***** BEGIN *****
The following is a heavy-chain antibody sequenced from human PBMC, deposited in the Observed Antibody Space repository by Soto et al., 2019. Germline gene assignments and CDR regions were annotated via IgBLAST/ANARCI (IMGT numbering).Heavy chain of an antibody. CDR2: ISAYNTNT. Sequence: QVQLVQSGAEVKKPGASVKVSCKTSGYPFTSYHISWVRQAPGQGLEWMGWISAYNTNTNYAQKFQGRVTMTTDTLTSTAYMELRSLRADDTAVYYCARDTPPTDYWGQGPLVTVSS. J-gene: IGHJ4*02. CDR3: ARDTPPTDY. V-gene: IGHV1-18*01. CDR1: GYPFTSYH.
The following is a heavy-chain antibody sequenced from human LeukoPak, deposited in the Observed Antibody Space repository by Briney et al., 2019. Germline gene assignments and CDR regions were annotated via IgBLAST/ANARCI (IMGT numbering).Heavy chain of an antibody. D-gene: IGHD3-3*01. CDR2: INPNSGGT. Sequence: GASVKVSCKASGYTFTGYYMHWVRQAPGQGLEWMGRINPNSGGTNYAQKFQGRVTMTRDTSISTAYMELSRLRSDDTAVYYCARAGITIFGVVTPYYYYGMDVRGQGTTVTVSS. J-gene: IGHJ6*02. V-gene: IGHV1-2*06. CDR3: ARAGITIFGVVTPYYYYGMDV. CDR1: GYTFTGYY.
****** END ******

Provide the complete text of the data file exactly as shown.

The following is a heavy-chain antibody sequenced from human PBMC, deposited in the Observed Antibody Space repository by Soto et al., 2019. Germline gene assignments and CDR regions were annotated via IgBLAST/ANARCI (IMGT numbering).Heavy chain of an antibody. CDR2: ISAYNTNT. Sequence: QVQLVQSGAEVKKPGASVKVSCKTSGYPFTSYHISWVRQAPGQGLEWMGWISAYNTNTNYAQKFQGRVTMTTDTLTSTAYMELRSLRADDTAVYYCARDTPPTDYWGQGPLVTVSS. J-gene: IGHJ4*02. CDR3: ARDTPPTDY. V-gene: IGHV1-18*01. CDR1: GYPFTSYH.
The following is a heavy-chain antibody sequenced from human LeukoPak, deposited in the Observed Antibody Space repository by Briney et al., 2019. Germline gene assignments and CDR regions were annotated via IgBLAST/ANARCI (IMGT numbering).Heavy chain of an antibody. D-gene: IGHD3-3*01. CDR2: INPNSGGT. Sequence: GASVKVSCKASGYTFTGYYMHWVRQAPGQGLEWMGRINPNSGGTNYAQKFQGRVTMTRDTSISTAYMELSRLRSDDTAVYYCARAGITIFGVVTPYYYYGMDVRGQGTTVTVSS. J-gene: IGHJ6*02. V-gene: IGHV1-2*06. CDR3: ARAGITIFGVVTPYYYYGMDV. CDR1: GYTFTGYY.